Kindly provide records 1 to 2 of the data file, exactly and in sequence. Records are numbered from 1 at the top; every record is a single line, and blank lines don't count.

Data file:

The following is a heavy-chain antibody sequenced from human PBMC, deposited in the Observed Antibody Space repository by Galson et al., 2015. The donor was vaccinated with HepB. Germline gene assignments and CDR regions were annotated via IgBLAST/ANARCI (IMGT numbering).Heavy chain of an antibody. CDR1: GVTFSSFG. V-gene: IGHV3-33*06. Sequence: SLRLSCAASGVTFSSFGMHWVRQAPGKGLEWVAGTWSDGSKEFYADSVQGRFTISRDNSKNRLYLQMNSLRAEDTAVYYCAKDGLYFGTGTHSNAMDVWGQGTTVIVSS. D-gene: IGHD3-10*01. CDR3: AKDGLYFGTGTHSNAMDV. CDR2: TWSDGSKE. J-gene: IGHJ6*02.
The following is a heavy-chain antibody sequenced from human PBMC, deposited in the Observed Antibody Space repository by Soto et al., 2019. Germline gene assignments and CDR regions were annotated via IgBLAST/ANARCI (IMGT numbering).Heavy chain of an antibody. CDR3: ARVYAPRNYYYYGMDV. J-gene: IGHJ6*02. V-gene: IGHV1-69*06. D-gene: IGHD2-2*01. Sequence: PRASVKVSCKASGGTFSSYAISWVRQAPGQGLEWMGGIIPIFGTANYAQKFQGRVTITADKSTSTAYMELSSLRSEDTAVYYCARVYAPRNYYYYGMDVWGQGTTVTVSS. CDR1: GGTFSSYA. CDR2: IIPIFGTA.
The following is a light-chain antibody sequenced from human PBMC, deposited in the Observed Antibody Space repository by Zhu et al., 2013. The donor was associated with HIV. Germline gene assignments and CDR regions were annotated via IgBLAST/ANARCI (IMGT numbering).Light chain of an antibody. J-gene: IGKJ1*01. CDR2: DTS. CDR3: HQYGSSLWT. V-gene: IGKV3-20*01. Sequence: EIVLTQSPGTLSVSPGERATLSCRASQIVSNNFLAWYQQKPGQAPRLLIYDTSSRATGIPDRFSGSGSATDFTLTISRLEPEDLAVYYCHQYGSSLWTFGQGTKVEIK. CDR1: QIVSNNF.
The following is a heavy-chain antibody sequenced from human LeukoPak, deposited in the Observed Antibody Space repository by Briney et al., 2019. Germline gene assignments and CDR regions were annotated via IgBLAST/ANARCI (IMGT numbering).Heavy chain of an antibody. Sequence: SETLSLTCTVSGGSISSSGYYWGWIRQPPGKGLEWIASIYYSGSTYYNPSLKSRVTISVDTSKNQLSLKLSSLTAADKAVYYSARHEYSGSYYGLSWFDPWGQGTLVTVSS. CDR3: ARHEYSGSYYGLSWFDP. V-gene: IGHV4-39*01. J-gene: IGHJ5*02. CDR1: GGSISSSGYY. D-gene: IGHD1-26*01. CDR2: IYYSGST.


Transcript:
The following is a heavy-chain antibody sequenced from human PBMC, deposited in the Observed Antibody Space repository by Galson et al., 2015. The donor was vaccinated with HepB. Germline gene assignments and CDR regions were annotated via IgBLAST/ANARCI (IMGT numbering).Heavy chain of an antibody. CDR1: GVTFSSFG. V-gene: IGHV3-33*06. Sequence: SLRLSCAASGVTFSSFGMHWVRQAPGKGLEWVAGTWSDGSKEFYADSVQGRFTISRDNSKNRLYLQMNSLRAEDTAVYYCAKDGLYFGTGTHSNAMDVWGQGTTVIVSS. D-gene: IGHD3-10*01. CDR3: AKDGLYFGTGTHSNAMDV. CDR2: TWSDGSKE. J-gene: IGHJ6*02.
The following is a heavy-chain antibody sequenced from human PBMC, deposited in the Observed Antibody Space repository by Soto et al., 2019. Germline gene assignments and CDR regions were annotated via IgBLAST/ANARCI (IMGT numbering).Heavy chain of an antibody. CDR3: ARVYAPRNYYYYGMDV. J-gene: IGHJ6*02. V-gene: IGHV1-69*06. D-gene: IGHD2-2*01. Sequence: PRASVKVSCKASGGTFSSYAISWVRQAPGQGLEWMGGIIPIFGTANYAQKFQGRVTITADKSTSTAYMELSSLRSEDTAVYYCARVYAPRNYYYYGMDVWGQGTTVTVSS. CDR1: GGTFSSYA. CDR2: IIPIFGTA.